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Album cover for AHAB's album _The Boats of the Glen Carrig_A German band named AHAB have released a metal album named after William Hope Hodgson's novel The Boats of the Glen Carrig. The genre is described as Nautik Doom on their Facebook page.

They have CDs, vinyl, and assorted shirts, jackets, and bags with strange creatures, giant squids, etc. at their shop.

Grey Dog Tales is hosting a month-long celebration of William Hope Hodgson. (Since I was bringing the site up, I'm a little late with this notification.)

William Hope Hodgson is often praised for his fantastic vision. He's not often praised for his characterization. Yet John Linwood Grant, in a post entitled "The Writer on the Borderland 1: Hodgson and Carnacki", points out that Mr. Hodgson's characterization of his occult detective Thomas Carnacki shows some humanizing characteristics not so clearly depicted in other writers' counterparts.

I note that the same effect takes place in The Night Land. Mr. Hodgson often depicted protagonists who were desperately afraid of the weird threats they confronted: I believe a courageous character showing fear to be part of his technique for making his Outer Monstrosities fearful. X, the unnamed hero of The Night Land, is a brave, determined man and an accomplished fighter; and he regards certain of the Night Land's creatures with utter dread.

Mr. Grant is the author of Tales of the Last Edwardian, a series of ghost or horror tales. They are available for free from Smashwords.

In the second half of the post Tim Prasil discusses how an anti-supernatural canon historically came to inform the literary concept of the mystery story.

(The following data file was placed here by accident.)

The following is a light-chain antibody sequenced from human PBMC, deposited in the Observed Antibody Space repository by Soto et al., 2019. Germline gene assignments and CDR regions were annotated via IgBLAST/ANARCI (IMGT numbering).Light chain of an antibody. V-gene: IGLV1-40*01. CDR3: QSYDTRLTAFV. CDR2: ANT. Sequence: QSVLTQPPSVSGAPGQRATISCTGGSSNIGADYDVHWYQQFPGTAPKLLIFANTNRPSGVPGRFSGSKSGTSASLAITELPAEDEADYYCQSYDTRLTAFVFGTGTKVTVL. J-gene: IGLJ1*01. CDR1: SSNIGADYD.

Mr. Prasil is the author of the Vera Van Slyke occult detective stories.

cover-of-anima-illustrated-by-sms

What if you could be a divinity?

What if it cost you everything?

What if you faced monsters more terrible than you could imagine?

What if those monsters might be your salvation?

The sun has died...
Not a planet, not a star shines n the black heavens above The Night Land.

In its midst The Last Redoubt, a vast, pyramid-shaped arcology, stands obdurate against the night, while within it the remnant millions of humanity live and thrive. The Days of Light are less than a legend to them, mouldered to dust amidst the chaos of ancient libraries.

Outside, strange immense and malevolent entities watch — and wait.

The Last Redoubt has stood ten million years and may stand ten million years more - but its final fall is inevitable. The last age is drawing to its close and the end of everything comes ever nearer.

The people of the Last Redoubt face this fate with stoicism, hedonism, heroic folly... except for two secretive orders who are making plans for survival and have found their champions, a man and a woman who will together carry the essence of humanity beyond the end of night.

But can they preserve their own humanity as well?


Brett Davidson's long-awaited Night Land novel Anima has been published by Three-Legged Fox. It's illustrated by well-known artist SMS, whose work has frequently appeared in Interzone, and who has a Night Land gallery here. It's 432 pages, and available as a hardcover or a paperback.

Anima is available at: